He is a Londoner, and some of his stories are set there. Sort of. It is real London, but also charged with dark magic, warring ghosts, the fiendish and the impossible. One of the London stories is King Rat. It features a character, Natasha, who is a Drum and Bass DJ. Mieville describes her, at her computer and working on her art:

She scrolled through the selection and plucked a favourite bassline from her digital killing jar. She had snatched it from a forgotten reggae track, sampled it, preserved it and now she pulled it out and looped it and gave it another life … This was the backbeat, the rhythm of tortured music. She loved it. Again her hands moved. A pounding beat joined the bass, cymbals clattering like insects. And the sound looped. Natasha moved her shoulders to the rhythm. Her eyes were wide as she scanned her kills, her pickled sounds … they segued smoothly into the rolling bass, the slamming drums.
This was Jungle.
The child of House, the child of Raggamuffin, the child of Dancehall, the apotheosis of black music, the Drum and Bass soundtrack for a London of council estates and dirty walls, black youth and white youth …

All of which brings us to DJ SS, who came into the world as Leroy Small. Growing up in Leicester, he got into break-dancing in the 1980s and began making a name as a scratch DJ while still a teenager. He became a pioneer of the rave scene in the UK and one of its early stars. He set up a vinyl record label, Foundation Records, which became a leader in Jungle and put out hundreds of releases, of which this is one.

5002 label

Okay. I am a white guy in middle age, and my first musical love was folk and roots. Jungle and its many cousins will never be my first choice of listening. But having read King Rat, I half understand. I sort of get it. I can appreciate the skill of the work and the point of the whole thing. If you know and like this style of music, you will need no convincing. But if, like me, the Jungle is foreign , still give it a go. Turn up the volume, emphasize the bass, and just listen.

  • Artist: DJ SS
  • Release title: S Files (Case File 2)
  • D Side (release is two discs): Let It Go
  • Format: 12”, 45 rpm, vinyl, stereo
  • Label: Formation Records
  • Made in: UK
  • Catalogue: FORMLP014CF2
  • Year: 2004


Those Rambunctious Monkees

They are the Pinocchio of pop music, The Monkees. The four members were brought together by the producer of a television show. They were hired as actors, to play the roles of members of a fictional band. The show, and the music in it, became enormously popular. In the late 1960s they were seriously likened to The Beatles. Some wit dubbed them “the Pre-Fab Four”.


Image: TV/Tropes

Pinocchio-like, there was some deceit involved. In the first two albums credited to The Monkees, the members of the “band” did not actually play the music – they sang the vocal tracks, but that was all. They wanted to play, but weren’t allowed to. That came later – this artificial creation, this made-up pop group, won artistic control.

Pinocchio-like, they were transformed into a real band.

You can understand why The Monkees wanted to be free, but their early, semi-artificial records stand up well. Okay, mostly. Hearing Davey Jones reciting sentimental poetry is like being having luke-warm treacle poured over your head. Twenty seconds gives you the picture …

But mostly, it is great – bouncy pop, with the odd harder rocker and some hints of musical theatre. Here is a fun track from their second LP, all about the complexities caused when the object of your affections has, annoyingly, a family.

  • Artist: The Monkees
  • Album title: More of the Monkees
  • Tracks: B3 The Day We Fall In Love (extract); A5 Your Auntie Grizelda
  • Format: 12”, 33⅓ rpm, vinyl, stereo
  • Label: RCA
  • Made in: Australia
  • Catalogue: COS 102
  • Year: 1967

Many of the records featured on this blog, and hundreds of others, are for sale via Discogs



Brisbane boys, briefly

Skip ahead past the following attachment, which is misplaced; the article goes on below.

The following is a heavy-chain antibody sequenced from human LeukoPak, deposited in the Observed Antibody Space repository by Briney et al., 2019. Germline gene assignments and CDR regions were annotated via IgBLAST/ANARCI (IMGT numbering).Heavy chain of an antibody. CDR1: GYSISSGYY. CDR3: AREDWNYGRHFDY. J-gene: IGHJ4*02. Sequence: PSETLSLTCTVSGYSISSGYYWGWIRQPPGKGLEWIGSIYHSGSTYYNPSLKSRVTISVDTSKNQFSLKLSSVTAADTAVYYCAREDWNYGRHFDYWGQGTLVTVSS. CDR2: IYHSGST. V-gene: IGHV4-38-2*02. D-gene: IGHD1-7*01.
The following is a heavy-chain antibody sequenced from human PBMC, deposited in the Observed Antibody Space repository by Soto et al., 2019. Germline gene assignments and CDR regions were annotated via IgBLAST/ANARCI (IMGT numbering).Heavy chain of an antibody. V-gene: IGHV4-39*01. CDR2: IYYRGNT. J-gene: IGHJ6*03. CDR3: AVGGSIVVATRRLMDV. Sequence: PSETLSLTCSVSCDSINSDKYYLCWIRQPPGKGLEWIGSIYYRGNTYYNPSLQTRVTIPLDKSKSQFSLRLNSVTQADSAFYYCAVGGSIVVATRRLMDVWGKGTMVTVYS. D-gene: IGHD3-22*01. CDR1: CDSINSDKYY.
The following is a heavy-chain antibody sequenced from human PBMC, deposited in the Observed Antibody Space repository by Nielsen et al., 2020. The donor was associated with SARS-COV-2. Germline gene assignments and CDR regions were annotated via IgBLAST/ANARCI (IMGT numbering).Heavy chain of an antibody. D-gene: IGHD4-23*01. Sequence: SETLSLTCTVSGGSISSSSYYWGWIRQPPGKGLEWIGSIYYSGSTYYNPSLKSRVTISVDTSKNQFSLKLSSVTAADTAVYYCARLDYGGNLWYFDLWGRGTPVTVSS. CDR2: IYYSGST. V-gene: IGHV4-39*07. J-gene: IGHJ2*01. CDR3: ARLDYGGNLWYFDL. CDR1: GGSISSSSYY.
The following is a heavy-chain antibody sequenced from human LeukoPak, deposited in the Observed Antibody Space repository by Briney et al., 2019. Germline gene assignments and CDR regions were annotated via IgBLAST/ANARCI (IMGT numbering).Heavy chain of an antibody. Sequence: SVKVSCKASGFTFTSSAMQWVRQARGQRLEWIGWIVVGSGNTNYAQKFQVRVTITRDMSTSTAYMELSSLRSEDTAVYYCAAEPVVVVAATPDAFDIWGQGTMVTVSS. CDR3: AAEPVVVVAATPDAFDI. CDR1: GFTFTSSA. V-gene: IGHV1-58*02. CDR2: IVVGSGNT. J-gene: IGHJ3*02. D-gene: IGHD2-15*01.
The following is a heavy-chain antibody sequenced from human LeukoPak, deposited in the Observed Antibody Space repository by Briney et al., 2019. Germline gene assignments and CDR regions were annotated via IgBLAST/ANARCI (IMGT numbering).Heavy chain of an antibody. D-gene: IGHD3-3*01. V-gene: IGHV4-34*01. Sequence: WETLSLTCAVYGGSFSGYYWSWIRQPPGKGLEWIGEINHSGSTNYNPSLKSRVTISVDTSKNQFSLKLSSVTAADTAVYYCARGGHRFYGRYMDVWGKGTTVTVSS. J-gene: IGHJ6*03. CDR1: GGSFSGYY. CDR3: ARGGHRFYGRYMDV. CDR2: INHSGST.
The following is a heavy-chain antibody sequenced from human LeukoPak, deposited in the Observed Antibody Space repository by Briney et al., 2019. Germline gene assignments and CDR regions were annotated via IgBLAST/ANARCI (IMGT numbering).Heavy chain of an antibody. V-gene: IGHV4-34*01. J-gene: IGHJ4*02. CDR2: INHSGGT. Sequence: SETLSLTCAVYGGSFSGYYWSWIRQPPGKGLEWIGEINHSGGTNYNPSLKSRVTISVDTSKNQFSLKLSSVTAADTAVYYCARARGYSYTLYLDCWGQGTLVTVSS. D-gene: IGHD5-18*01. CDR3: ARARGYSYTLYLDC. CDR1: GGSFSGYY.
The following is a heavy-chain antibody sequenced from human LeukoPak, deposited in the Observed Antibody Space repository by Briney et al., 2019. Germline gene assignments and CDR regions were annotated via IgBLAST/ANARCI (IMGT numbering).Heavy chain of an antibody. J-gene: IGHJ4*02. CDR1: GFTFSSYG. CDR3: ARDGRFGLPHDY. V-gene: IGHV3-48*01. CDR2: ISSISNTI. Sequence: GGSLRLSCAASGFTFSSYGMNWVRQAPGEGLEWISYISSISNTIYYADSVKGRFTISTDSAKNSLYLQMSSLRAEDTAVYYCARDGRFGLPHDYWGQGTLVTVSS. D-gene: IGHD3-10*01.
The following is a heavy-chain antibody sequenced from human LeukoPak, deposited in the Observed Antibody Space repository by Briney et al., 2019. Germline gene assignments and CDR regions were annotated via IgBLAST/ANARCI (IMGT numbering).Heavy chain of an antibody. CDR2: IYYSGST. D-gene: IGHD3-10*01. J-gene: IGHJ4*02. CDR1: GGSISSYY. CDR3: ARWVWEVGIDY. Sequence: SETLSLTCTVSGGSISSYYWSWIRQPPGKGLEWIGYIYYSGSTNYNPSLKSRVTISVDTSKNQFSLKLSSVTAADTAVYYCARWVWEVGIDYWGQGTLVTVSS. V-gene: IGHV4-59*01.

It is our national day, here in Australia. Imaginatively called “Australia Day”, 26 January is the anniversary of the proclamation of a British penal colony, New South Wales, in 1788. The date is becoming increasingly contested. Indigenous people resent it, calling it “Invasion Day”. There are more prosaic reasons for wanting a change. Australia is a federation of states, of which NSW (though the oldest, largest, richest and most powerful) is only one. The presumption “NSW = Australia” is simple common sense in NSW but it annoys the rest of us mightily.

aust day

All class, Australia Day is. Image: Adelaide Now

So, the date is becoming a battle in the culture wars. The odd thing is that until twenty years ago, no one really cared much about Australia Day. It was a a public holiday like Labour Day and the Queen’s Birthday: a welcome day off, but otherwise something about which people knew little and cared less.

Me, I am not big on flag-waving. I love my country, but my country drives me mad. I am a proud Australian, but often Australia makes me sick with shame. I imagine that this is pretty much how every thinking person feels about their homeland. Still, it seems appropriate to mark Australia Day with something Australian. Well, kinda Australian.

The brothers Barry, Robin, and Maurice Gibb were born on the Isle of Man. In the late 1950s, the family migrated to Australia. It was in Brisbane that the brothers Gibb began performing as the Bee Gees, and it was here that they had their first hit, “Spicks and Specks”, in 1966.

The Gibb boys are best remembered for their 1970s disco period, but they were more of a soft rock band before then. And they were good, they really were. Lovely tight harmonies, excellent song-crafting, polished arrangements. The lyrics, not so strong. But still, this disc from their pre-disco era stands up well. “Mr. Natural” didn’t chart anywhere much except Australia, and this track, the B-side, never even made it onto an album – but it is a good pop song.

Okay, let’s face facts. In 1967, which is to say as soon as they possibly could, the Bee Gees returned to the UK. But for a decade or so, these Manx-born Britons who went on to become one of the most successful pop bands in recording history, lived in suburban Brisbane. Does this make them Australian? As Australian as many other things we claim in these parts. It doesn’t matter much to me.

  • Artist: Bee Gees
  • A Side: Mr. Natural
  • B Side: It Doesn’t Matter Much To Me
  • Format: 7”, 45 rpm, vinyl, stereo
  • Label: Spin
  • Made in: Australia
  • Catalogue: K-5492
  • Year: 1974

Many of the records featured on this blog, and hundreds of others, are for sale via Discogs